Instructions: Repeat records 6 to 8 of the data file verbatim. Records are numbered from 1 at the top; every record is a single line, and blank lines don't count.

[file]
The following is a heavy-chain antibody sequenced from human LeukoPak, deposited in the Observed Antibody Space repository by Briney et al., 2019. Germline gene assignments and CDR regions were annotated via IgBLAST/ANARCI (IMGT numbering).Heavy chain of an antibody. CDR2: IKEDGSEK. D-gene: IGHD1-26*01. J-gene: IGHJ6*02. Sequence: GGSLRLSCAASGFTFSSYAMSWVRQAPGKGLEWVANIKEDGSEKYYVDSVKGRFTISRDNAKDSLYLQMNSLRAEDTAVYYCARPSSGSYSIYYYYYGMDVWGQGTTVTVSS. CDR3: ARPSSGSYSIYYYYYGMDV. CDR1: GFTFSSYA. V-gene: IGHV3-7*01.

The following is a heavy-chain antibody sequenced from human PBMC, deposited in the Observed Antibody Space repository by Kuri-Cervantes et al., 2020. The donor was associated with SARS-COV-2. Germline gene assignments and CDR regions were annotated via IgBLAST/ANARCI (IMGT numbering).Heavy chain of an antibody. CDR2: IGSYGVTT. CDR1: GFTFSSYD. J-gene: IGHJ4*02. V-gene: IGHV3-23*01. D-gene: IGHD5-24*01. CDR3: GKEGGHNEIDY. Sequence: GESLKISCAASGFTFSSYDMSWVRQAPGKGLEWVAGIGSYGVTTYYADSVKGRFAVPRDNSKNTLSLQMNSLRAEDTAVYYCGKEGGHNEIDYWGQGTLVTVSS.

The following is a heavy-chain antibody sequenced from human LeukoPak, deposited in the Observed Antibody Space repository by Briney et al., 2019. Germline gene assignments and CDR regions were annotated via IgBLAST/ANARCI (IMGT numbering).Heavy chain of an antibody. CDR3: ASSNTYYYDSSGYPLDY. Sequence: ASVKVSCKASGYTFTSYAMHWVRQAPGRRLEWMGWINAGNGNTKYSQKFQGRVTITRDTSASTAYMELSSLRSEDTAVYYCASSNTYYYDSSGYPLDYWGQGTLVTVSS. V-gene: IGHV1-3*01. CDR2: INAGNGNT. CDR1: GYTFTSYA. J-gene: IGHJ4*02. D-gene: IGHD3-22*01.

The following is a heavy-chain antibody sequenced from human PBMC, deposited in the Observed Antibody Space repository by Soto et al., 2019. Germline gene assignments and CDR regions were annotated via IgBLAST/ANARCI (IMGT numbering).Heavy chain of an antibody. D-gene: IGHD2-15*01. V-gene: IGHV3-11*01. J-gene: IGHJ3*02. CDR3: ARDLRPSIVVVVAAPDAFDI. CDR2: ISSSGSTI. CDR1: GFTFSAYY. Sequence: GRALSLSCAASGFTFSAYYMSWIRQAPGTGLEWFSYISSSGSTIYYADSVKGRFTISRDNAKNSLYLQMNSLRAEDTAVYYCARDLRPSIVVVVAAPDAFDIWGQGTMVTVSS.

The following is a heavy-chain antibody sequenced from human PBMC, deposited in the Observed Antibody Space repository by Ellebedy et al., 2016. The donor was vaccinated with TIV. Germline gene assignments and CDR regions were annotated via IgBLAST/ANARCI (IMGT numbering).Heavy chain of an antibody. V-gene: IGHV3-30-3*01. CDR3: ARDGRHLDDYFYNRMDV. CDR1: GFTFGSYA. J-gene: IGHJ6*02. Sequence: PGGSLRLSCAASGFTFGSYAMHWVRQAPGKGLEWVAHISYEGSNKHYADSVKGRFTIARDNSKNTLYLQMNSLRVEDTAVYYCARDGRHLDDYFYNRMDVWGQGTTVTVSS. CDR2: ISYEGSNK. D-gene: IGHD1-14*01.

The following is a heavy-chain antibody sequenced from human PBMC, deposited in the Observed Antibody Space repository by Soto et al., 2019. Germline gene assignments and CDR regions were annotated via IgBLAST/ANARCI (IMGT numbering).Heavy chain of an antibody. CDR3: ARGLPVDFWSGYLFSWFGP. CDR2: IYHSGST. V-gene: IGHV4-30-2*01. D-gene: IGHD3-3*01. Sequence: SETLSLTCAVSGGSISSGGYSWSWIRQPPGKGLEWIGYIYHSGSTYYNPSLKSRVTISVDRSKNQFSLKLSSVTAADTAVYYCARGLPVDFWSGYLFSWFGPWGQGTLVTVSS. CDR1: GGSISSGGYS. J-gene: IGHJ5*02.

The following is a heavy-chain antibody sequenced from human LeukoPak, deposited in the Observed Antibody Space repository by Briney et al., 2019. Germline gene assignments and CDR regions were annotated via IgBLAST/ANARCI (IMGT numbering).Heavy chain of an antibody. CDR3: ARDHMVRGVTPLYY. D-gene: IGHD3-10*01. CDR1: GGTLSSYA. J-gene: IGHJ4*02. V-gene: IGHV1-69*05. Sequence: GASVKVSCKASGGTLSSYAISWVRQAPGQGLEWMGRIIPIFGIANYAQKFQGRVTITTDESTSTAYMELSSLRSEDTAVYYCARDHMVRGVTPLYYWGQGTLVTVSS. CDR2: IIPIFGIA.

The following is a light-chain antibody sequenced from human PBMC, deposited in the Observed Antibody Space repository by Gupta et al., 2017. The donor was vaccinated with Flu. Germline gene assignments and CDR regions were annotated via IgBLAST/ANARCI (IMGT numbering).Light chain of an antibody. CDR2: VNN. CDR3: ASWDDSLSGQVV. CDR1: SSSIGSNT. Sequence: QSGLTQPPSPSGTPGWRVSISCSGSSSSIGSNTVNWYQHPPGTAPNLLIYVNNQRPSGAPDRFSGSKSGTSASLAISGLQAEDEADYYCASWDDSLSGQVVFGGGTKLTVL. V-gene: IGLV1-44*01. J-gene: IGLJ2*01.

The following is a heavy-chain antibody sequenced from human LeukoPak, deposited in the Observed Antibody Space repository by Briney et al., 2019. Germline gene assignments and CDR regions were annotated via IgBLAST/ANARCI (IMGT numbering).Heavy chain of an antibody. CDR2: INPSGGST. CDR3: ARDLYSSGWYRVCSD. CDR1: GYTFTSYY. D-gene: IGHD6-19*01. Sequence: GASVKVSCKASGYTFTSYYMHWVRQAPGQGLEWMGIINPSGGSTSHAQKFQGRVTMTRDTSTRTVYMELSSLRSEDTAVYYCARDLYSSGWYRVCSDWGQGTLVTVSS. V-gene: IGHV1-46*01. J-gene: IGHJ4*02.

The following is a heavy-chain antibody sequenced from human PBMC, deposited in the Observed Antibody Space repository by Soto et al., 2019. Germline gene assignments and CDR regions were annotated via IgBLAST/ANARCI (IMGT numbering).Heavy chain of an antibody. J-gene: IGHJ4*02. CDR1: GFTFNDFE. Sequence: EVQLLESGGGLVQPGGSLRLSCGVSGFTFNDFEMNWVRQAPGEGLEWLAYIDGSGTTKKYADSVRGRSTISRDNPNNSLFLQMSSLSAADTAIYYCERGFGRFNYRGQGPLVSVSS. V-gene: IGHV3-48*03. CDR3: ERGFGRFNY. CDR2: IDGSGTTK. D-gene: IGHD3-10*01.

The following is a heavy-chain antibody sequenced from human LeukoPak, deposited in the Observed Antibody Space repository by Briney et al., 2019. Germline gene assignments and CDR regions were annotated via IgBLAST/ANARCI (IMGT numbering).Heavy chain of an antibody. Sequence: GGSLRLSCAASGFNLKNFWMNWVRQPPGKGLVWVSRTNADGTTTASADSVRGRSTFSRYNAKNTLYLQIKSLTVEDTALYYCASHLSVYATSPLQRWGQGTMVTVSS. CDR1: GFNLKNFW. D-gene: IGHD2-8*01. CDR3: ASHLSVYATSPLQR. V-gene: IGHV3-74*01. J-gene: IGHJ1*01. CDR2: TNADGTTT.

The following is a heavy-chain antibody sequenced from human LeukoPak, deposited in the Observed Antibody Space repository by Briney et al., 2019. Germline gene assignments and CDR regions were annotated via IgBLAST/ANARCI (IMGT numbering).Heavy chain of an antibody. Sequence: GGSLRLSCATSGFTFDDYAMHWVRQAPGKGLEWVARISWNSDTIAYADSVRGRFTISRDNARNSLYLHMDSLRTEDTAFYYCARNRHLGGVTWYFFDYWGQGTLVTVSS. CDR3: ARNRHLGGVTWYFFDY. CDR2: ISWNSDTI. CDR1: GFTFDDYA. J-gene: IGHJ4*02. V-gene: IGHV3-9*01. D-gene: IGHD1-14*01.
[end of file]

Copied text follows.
The following is a heavy-chain antibody sequenced from human PBMC, deposited in the Observed Antibody Space repository by Soto et al., 2019. Germline gene assignments and CDR regions were annotated via IgBLAST/ANARCI (IMGT numbering).Heavy chain of an antibody. CDR3: ARGLPVDFWSGYLFSWFGP. CDR2: IYHSGST. V-gene: IGHV4-30-2*01. D-gene: IGHD3-3*01. Sequence: SETLSLTCAVSGGSISSGGYSWSWIRQPPGKGLEWIGYIYHSGSTYYNPSLKSRVTISVDRSKNQFSLKLSSVTAADTAVYYCARGLPVDFWSGYLFSWFGPWGQGTLVTVSS. CDR1: GGSISSGGYS. J-gene: IGHJ5*02.

The following is a heavy-chain antibody sequenced from human LeukoPak, deposited in the Observed Antibody Space repository by Briney et al., 2019. Germline gene assignments and CDR regions were annotated via IgBLAST/ANARCI (IMGT numbering).Heavy chain of an antibody. CDR3: ARDHMVRGVTPLYY. D-gene: IGHD3-10*01. CDR1: GGTLSSYA. J-gene: IGHJ4*02. V-gene: IGHV1-69*05. Sequence: GASVKVSCKASGGTLSSYAISWVRQAPGQGLEWMGRIIPIFGIANYAQKFQGRVTITTDESTSTAYMELSSLRSEDTAVYYCARDHMVRGVTPLYYWGQGTLVTVSS. CDR2: IIPIFGIA.

The following is a light-chain antibody sequenced from human PBMC, deposited in the Observed Antibody Space repository by Gupta et al., 2017. The donor was vaccinated with Flu. Germline gene assignments and CDR regions were annotated via IgBLAST/ANARCI (IMGT numbering).Light chain of an antibody. CDR2: VNN. CDR3: ASWDDSLSGQVV. CDR1: SSSIGSNT. Sequence: QSGLTQPPSPSGTPGWRVSISCSGSSSSIGSNTVNWYQHPPGTAPNLLIYVNNQRPSGAPDRFSGSKSGTSASLAISGLQAEDEADYYCASWDDSLSGQVVFGGGTKLTVL. V-gene: IGLV1-44*01. J-gene: IGLJ2*01.